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Author Branding: 8 Observations from the Branding Match Game

Way back on Tuesday (it’s been a long week so it seems like eons ago), Toni and I decided it might be fun to play a game with you guys, to show the unifying elements of an author’s brand. We had a lot of fun pulling covers together from a wide range of popular authors and we hope you guys had fun trying to match the books that belonged to the same author. We gave out the answers yesterday and invited everyone to jump in the discussion about the ins and outs of author branding.

It was a learning process for us just like it was for you, and along the way we picked up a couple of observations we wanted to share.

1. It was hard to make this game challenging.

We purposely chose ten very commercial authors because we felt that most of our readers strive to be popular commercial authors. But that said, commercial authors have this branding thing down to a science, so trying to find two covers that weren’t obviously tied together wasn’t easy.

2. We could have cheated.

The one thing we could have done to make it more difficult (without just picking more obscure authors) was to pick covers from two different branding periods of one author. We noticed that some commercial authors who have been around for a while have gone through phases with their branding, updating it every decade or so to keep with the times. For example, check out the original cover for Carl Hiaasen’s Native Tongue next to a more recent edition with his current branding:

3. Bigger is better for commercial author names.

An astounding number of covers for commercial authors featured the author’s name in a type size that could be seen from space. On a few, it was actually difficult to even see the title of the book for the size of the author’s name. Unfortunately, for most self-published authors, making our names that big on a book cover would be a recipe for career suicide. Until you get to the point where people are buying your books because they just recognize your name, you have to rely on other elements of the cover to attract readers.

4. Similar subject matter makes for more consistent branding.

Whether it’s a series about one character (Janet Evanovich’s Stephanie Plum) or about one particular subject matter (John Grisham’s courtroom thrillers) unifying elements in multiple novels can easily transition into a fluent brand. Just look at the books in the Stephanie Plum series and ask yourself if there’s any doubt those titles go together.

5. Fonts matter!

Take a look at the above titles from Janet Evanovich. Notice that the fonts for her name and each book’s title are exactly the same? A little font can make all the difference when unifying a variety of books. John Grisham is another example of an author who’s branding is largely wrapped around fonts. That’s why even when he ventured into new territory with his book A Painted House, his publisher was smart enough to keep the font styles similar like this:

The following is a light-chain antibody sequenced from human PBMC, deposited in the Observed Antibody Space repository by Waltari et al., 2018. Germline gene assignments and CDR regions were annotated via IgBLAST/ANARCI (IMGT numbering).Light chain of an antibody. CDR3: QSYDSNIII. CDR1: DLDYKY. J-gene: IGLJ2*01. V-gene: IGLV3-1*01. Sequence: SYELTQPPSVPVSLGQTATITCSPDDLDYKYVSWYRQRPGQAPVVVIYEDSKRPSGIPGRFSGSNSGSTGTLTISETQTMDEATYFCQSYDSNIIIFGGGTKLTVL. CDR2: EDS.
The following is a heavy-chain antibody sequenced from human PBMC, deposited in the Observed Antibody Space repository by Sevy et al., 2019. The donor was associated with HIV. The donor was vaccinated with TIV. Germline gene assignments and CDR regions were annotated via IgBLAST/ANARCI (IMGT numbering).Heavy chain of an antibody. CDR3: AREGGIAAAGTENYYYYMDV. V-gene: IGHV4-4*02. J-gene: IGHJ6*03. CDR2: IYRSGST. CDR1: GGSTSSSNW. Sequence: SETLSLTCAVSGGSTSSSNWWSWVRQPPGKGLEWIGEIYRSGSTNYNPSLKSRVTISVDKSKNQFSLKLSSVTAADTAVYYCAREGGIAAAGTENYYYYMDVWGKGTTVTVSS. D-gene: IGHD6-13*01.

6. Titles matter!

Have you ever noticed that the vast majority of John Grisham’s titles include the word “The”? Think about it. The Pelican Brief, The Firm, The Associate, The Client, The Appeal, etc. It’s a small word, but in his case it’s an essential part of his brand because it’s consistent in so many of his titles. Similarly, Janet Evanovich’s Stephanie Plum series uses numbers (One for the Money, Two for the Dough, Three to Get Deadly, etc.) and Harlan Coben’s Myron Bolitar series uses sports references (Drop Shot, Fade Away, Back Spin, etc.)

7. Sometimes branding is subtle.

Not everyone is as forceful with their branding concepts. Take Stephen King, for example. His books don’t always have obvious overlaps in style, but you usually know a Stephen King book when you see one. Why? Because it’s a little weird, a little intriguing, and little creepy. But that’s all part of his brand, that’s what he wants you to feel because that’s his writing style.

8. There are exceptions to every rule.

In the path of an author’s career, there is only one exception when your branding is not the most important part of your book cover design–when it’s made into a movie. Most author’s see their branding tossed to the wayside when publishers issue a special edition of their title to coincide with the release of the movie. Of course, if your book is being made into a major motion picture, you probably don’t give a rat’s behind about your branding.

As always, we welcome you guys to jump in the conversation through our comments below or hit us up on Twitter @duolit. We love to hear your feedback and learn as much from what you share with us as with what we share with you!

Later days,


  • This has been a fun series. Thanks for the lessons.

  • Although the benefits of branding with type and color association are great, I really appreciate Stephen Kings more emotional approach. It takes a huge name like his to pull that off I think.

  • Toni

    Thanks so much for the following the series and for your great comments, Susan and Christopher! We really appreciate it :-)